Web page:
It isn’t important what your product is, if you can’t sell it. Explosive dogs don’t get loved very often (look above if you don’t get it… it’s a poor translation of “Bomb Sniffing Dog” into English).
Sour tempered teachers may create awesome lessons, but if that disposition keeps students at arm’s distance…then few students will benefit from her expertise. For students, packing matters.
But aren’t we all students? Even teachers during a faculty meeting? Packaging matters to them as well.
Of course, packaging doesn’t do it alone. Multimillion dollar advertising agencies lose their clientele quickly if they sell snake oil to a steadily disbelieving mass of consumers. The pitch has to be back up with product (see our “pitch” video at the bottom of this post). However…
Most I.T./Integration Specialists know our tech tools. We know how to use them, when to use them, and to what degree we need to use them. But the audiences that we “sell” to isn’t usually an audience full of Instructional Technology experts. We earn our check with those reluctant teachers and administrator who fear or dismiss the role of technology in education. Like our students, the packaging is crucial to sell our product to theses adults.
Lesson Crashers and this blog isn’t for you, the seasoned I.T. specialist. The real audience for this blog isn’t reading it!!! To repeat what was said in our Lesson Crashers Session at TCEA-2014 in Austin, Texas, the Lesson Crashers crew was presenting PAST the hundreds of people in attendance to the audience NOT in attendance.
The real audience for the Lesson Crashers are those teachers who are good or great at their craft, but apprehensive and reluctant to delve into the instructional technology world. Those teachers may be highly lauded campus leaders, but are too comfortable in the lowlands of the tech world. They are talented, but may be missing out on being able to bust down the walls in their classroom. This is crucial because those kids are slowly, but surely helping to re-imagine everyone’s tomorrow. To keep them entombed in a classroom that is isolated from wonderful enlightening opportunities, is to hinder those kids from fully participating in the creation of the future they will live in. To those teachers…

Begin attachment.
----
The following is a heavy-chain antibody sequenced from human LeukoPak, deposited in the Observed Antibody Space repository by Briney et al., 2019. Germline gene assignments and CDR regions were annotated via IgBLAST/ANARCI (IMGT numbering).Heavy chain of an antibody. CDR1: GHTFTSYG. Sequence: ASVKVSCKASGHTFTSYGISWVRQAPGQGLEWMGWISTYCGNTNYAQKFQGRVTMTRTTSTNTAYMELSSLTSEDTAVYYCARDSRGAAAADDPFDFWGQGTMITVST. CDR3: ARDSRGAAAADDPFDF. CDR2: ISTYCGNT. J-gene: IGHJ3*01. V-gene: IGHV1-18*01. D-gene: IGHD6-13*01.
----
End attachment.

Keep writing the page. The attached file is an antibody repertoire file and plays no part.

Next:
…The Packaging Matters!
If we simply throw apps and tech tools at teachers during staff meetings or schedule trainings, the results are predictable. Teachers will shut down just as quickly as any student in the same situation. Since teachers are simply more advanced students, we can assume they will react in a similar manner (see our solution to this problem at the very bottom of this post).
It’s funny that we expect our teachers to wow and zing our students with lesson hooks, but we rarely wow and zing them with PD hooks. The same is true whether it’s a classroom we’re Crashing or a staff meetings we’re crashing in the principal’s name.
Packing Matters To Them!
We “train” them on tech during (from their perspective) rushed sessions. We assume that their professionalism…which they DO have… will be enough to remind them to play with this new tech at home, during their conference time, or on the weekend. I’d bet dollars to donuts that they WON’T remember our rushed training sessions…however, they WILL remember that we either did or did not care enough to stop and dress up that training session in a fun and entertaining way. They will remember that we made an effort to think of them before they arrived.
It’s not simply packaging, of course.
We do (and must) deliver. The packaging is a promise and our expertise is how we fulfill that promise.
To be sure, the Lesson Crasher team are well versed in flipped classroom, workshop model, the fundamental five, working on the work, and other pedagogical frameworks. We are excellent teachers who have presented numerous times and have won teacher and I.T. awards. But none of that matters, unless we explicitly show our audience that we care for them by handing the reigns over to them when Crashing their lessons.